Blessed with long age, some species of turtles even outlive humans. Freshwater turtles have an average life span of 30 to 40 years. In contrast, the larger ones, especially sea turtles, live up to 70 on average. Once a turtle survives its initial baby stages, its adulthood growth will be steady with fewer predators in the food chain. But the question remains, why of all creatures, turtles are endowed with longer lives? Why do turtles live so long?
Let me tell you why do turtles live so long. Turtles have a slow metabolism rate which lets them burn less energy while at rest, opening up opportunities for longer lifespans. This is called a Rate-of-Living theory in the animal kingdom. Also, their dietary requirement and a lesser number of natural predators help in a long lifespan.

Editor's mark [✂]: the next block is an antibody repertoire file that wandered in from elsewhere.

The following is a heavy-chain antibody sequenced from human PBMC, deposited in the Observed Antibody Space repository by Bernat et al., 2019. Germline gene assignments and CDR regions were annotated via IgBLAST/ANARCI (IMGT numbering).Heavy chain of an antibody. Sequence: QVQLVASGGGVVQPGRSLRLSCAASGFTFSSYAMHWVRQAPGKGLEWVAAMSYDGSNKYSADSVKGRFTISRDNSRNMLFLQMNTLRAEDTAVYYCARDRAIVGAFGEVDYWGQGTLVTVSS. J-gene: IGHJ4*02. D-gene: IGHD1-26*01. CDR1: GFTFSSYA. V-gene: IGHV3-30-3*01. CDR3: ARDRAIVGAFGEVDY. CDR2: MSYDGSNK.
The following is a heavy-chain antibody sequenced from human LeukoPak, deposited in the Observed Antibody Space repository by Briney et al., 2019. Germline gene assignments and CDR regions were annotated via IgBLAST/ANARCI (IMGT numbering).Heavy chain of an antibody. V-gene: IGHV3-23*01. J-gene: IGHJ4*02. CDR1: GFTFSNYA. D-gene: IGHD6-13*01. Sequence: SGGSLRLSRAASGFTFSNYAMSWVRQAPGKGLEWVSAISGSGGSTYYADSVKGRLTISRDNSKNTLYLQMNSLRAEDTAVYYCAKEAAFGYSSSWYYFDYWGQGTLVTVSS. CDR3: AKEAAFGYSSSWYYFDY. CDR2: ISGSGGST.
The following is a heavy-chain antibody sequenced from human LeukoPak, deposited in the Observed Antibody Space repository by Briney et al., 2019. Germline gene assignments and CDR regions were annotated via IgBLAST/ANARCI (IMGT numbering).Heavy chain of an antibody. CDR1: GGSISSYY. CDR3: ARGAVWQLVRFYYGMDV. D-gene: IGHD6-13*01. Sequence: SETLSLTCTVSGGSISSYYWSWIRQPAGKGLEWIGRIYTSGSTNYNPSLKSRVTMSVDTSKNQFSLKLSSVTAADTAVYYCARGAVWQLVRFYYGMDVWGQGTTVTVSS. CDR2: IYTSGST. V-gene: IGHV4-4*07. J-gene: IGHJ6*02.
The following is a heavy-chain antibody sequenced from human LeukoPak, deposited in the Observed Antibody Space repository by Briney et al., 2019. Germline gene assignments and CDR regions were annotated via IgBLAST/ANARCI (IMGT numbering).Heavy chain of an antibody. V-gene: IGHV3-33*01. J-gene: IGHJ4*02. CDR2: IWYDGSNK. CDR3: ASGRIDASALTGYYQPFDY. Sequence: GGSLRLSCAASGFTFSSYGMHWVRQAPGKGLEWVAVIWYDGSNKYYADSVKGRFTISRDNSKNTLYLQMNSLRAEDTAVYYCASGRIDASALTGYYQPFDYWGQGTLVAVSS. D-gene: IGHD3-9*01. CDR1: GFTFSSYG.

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Five Reasons Why Turtles Live So Long
Slow Metabolism Rate
Turtles have slower metabolism rates than most animals on our planet. The fastest one is the hummingbird. Generally, larger animals tend to have slower metabolism rates. And according to the German Physiologist Max Rubner, animals with a lesser metabolism rate tend to have positive relationships with longer lifespans.
These findings support the theory that a turtle’s long lifespan is due to its slow metabolism rate. Now let me explain how a slow metabolism results in longer lifespans.
Turtles have a slow metabolism. Their slow pace of getting energy from the food is the reason for lesser food requirements to survive. They are cold-blooded animals, so they do not burn food to produce heat to maintain their body temperature. This also further preserves their energy.